In his post for District Administration’s Pulse, Will is looking for the “perfect storm” for education.
When I think about the potential effects of the Read/Write Web on education I’m continually drawn to watching the way things are playing out outside of our focus, specifically in journalism, music, business and politics. In each of those arenas, the disruption that these changes ( i.e. the easy creation and publishing of content) has been and continues to be great.
And so I often wonder how long it will take before our traditional concepts of schooling will be also be significantly challenged by the shifts that a more co-operative rather than competitive Web environment is delivering.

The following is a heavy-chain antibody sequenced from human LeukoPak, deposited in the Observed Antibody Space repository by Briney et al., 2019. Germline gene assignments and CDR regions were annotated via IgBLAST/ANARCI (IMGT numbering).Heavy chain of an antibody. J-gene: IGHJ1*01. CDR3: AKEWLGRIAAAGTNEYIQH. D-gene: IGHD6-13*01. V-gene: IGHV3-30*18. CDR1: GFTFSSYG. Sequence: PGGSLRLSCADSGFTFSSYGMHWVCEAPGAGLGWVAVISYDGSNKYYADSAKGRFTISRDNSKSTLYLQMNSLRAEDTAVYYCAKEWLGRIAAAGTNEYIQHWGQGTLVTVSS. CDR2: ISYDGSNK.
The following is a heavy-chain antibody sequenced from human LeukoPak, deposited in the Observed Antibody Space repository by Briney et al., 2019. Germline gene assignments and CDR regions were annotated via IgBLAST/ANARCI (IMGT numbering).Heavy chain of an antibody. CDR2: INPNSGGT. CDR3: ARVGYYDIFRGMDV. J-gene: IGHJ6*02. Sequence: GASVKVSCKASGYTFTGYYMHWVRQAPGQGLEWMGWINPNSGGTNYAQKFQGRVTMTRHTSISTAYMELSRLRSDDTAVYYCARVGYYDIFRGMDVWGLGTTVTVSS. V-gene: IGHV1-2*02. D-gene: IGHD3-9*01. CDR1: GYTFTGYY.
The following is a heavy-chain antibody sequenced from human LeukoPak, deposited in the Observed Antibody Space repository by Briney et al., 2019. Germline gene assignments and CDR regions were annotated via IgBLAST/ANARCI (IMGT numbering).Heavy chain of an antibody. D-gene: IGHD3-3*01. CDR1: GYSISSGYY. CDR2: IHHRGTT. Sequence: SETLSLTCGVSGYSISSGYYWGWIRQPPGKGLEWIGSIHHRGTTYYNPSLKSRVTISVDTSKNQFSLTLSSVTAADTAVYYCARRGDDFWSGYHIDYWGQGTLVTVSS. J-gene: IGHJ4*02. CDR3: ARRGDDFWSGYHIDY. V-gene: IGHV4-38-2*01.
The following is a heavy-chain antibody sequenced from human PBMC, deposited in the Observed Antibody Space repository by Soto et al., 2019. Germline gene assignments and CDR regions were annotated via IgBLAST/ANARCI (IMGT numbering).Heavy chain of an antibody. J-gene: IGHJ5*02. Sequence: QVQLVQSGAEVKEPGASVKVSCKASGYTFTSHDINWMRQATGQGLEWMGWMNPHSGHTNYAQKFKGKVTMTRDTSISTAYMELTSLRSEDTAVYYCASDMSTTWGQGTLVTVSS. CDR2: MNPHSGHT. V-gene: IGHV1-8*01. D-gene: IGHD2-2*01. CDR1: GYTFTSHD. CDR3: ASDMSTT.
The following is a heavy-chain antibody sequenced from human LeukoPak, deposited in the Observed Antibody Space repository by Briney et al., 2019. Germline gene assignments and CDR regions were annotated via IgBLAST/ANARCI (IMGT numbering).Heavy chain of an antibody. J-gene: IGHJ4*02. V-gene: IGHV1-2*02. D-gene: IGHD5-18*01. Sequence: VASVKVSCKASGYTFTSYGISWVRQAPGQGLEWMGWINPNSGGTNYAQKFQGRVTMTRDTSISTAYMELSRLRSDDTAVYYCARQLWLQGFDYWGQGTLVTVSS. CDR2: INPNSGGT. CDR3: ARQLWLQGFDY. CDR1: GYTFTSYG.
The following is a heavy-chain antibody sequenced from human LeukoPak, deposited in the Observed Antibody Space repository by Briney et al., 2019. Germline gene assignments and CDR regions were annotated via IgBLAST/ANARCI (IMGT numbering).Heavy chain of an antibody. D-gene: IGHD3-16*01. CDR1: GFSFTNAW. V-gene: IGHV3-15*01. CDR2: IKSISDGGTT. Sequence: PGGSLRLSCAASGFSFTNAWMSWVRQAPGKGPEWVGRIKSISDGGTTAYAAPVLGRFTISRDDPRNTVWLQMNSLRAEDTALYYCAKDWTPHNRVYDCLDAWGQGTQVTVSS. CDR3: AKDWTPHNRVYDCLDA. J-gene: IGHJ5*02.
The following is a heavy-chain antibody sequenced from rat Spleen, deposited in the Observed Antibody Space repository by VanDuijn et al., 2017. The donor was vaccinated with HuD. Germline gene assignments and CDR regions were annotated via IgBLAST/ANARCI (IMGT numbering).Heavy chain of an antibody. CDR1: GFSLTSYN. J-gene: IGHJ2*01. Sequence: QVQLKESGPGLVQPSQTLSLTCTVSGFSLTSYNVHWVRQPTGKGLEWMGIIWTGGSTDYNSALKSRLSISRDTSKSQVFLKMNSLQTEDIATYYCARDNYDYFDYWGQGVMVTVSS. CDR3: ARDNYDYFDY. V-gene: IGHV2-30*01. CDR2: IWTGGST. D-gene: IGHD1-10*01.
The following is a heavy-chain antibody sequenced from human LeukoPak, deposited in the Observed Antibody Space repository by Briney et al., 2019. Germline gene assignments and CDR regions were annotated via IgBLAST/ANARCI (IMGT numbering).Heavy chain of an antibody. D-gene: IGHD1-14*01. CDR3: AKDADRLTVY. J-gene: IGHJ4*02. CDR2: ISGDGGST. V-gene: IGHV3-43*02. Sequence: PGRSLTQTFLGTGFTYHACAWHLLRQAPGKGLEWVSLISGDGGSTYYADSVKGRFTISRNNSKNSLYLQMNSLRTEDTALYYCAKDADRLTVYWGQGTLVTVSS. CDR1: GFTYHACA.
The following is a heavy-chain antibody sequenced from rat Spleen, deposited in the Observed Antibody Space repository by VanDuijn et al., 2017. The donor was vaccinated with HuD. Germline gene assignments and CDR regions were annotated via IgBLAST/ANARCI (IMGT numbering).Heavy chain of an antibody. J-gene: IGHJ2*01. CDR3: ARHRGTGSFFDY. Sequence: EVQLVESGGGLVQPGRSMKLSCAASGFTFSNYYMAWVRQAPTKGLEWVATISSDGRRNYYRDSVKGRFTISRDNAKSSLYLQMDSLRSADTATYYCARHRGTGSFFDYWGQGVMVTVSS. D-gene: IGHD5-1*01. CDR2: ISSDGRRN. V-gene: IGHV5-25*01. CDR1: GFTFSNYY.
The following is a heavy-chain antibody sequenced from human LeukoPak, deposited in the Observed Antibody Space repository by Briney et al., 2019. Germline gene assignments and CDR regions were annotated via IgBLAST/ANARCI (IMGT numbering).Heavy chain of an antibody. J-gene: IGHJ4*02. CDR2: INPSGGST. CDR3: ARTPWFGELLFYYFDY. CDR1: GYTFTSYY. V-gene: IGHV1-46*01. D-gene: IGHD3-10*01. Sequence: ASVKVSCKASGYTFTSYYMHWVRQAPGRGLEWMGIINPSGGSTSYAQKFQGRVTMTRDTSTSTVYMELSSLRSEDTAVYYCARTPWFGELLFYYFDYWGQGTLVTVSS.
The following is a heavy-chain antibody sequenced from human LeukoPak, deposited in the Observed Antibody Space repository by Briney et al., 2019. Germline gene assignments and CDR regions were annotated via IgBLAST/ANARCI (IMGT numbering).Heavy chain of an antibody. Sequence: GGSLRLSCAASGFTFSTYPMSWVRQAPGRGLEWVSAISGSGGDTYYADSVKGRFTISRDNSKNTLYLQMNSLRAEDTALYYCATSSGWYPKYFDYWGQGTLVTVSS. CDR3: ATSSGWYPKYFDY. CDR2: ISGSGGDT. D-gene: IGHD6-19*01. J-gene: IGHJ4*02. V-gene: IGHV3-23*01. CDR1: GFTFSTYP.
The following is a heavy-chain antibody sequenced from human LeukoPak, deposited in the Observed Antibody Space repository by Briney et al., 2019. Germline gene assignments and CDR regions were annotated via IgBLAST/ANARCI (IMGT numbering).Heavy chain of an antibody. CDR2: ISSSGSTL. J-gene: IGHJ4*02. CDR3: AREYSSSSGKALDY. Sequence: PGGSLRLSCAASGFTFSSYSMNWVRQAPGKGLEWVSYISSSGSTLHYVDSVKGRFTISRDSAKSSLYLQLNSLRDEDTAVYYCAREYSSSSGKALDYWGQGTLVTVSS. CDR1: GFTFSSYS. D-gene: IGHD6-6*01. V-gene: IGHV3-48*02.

Basically, Will’s asking, at what point will the disruptions now going on in many high profile parts of society force us to “consider some radical re-envisioning of our classrooms”?
I’d like to be more optimistic about that happening soon, but “radical” change is not something that American education does well.
All the technologically-driven social changes swirling around in the real world never seem to penetrate our system of teaching and learning.
Will quotes the writer of another article in the magazine who sums it up the situation perfectly: “Alarmingly, there may be no sector of society where technology has had less impact”.
Hopefully, that can’t go on much longer. The pressure for that perfect storm is growing.